The Los Angeles Dodgers had to plan accordingly on Wednesday, once management received the news that Mat Latos had to be scratched from his start with a stiff neck. Thanks to the 40-man roster expansion, Joe Wieland received the start in a role that he understood upon his call up to the Major League level.
Another aspect of the situation that called for an adjustment to the rotation was the unexpected injury to Brett Anderson. The workhorse, who has so far proven that he has evaded his injury-prone reputation, suffered a minor setback in his previous start on September 6. After putting forth another quality outing, the pitcher appeared to have suffered a cramp on his left calf, causing him to immediately exit the game. After being taken out, he remained with his teammates on the bench, displaying that the injury wasn’t anything that should be taken seriously.
The decision to scratch Latos and rest Anderson eventually ended up having an effect on the rotation for the next five games, involving the Dodgers ultimately deciding that another spot start might be necessary for the ball club. According to Steve Bourbon of MLB.com, the rotation for the next five games could be a glimpse into the rotation for the rest of the regular season:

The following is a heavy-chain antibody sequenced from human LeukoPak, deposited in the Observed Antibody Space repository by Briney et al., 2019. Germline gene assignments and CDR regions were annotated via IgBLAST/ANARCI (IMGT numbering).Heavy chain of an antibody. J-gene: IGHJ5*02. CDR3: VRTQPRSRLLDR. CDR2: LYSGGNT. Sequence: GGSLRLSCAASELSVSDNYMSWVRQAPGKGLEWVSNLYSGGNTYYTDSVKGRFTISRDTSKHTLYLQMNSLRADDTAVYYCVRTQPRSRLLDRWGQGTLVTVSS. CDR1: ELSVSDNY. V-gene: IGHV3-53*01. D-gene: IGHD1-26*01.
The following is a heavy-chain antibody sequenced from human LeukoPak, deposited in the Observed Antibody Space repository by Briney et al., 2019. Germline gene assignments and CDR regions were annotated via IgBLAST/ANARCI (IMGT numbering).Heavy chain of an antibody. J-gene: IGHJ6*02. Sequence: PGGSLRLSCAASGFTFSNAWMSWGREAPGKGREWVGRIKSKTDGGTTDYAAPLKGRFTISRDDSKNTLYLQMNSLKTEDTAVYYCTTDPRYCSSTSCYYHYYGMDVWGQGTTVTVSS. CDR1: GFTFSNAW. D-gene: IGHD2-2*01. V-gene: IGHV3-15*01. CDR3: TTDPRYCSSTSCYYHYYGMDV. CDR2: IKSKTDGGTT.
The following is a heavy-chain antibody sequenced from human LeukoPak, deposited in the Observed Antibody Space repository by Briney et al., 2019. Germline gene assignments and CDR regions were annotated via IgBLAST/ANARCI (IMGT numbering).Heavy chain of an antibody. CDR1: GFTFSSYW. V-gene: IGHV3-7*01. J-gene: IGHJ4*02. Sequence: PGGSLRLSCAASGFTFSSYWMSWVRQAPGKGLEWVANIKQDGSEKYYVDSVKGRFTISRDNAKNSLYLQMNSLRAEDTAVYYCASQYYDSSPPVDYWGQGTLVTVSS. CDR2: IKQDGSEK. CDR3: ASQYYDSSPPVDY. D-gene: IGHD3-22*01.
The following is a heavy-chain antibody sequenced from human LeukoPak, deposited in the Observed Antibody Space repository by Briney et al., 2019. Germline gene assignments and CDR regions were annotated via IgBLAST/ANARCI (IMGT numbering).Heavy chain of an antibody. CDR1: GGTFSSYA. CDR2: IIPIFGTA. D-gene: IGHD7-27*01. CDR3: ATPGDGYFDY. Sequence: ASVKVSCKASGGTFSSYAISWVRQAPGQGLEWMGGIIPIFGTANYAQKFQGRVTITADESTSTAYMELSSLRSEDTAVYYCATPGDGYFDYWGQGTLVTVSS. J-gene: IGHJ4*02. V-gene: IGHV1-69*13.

Alex Wood starts on Friday with an extra day of rest, Mike Bolsinger slides into the rotation Saturday with three extra days of rest, followed by Zack Greinke and Clayton Kershaw. Brett Anderson will start on Tuesday, nine days after he was pulled with a cramping left calf.”
Manager Don Mattingly clarified the decision to put Anderson in the back of the rotation. Not only was it a precautionary measure for Anderson, who has made 27 starts and pitched 158 innings this season, but also as a way to set up the left-handed pitchers in the series against the Colorado Rockies.
The well-thought out decision now allows pitcher Mike Bolsinger to make another start for his team. Seeing that Bolsinger was a Diamondback last season, the right-handed pitcher does have familiarity with the ballpark.
In five games started, he is 0-1, with a 3.46 ERA and 1.27 WHIP. His last start at Chase Field came as a Dodger, on June 29, where he had an outstanding start before leaving with an illness. In four innings pitched, Bolsinger surrendered just three hits, zero walks, and zero earned runs, showing that he can succeed when given the chance.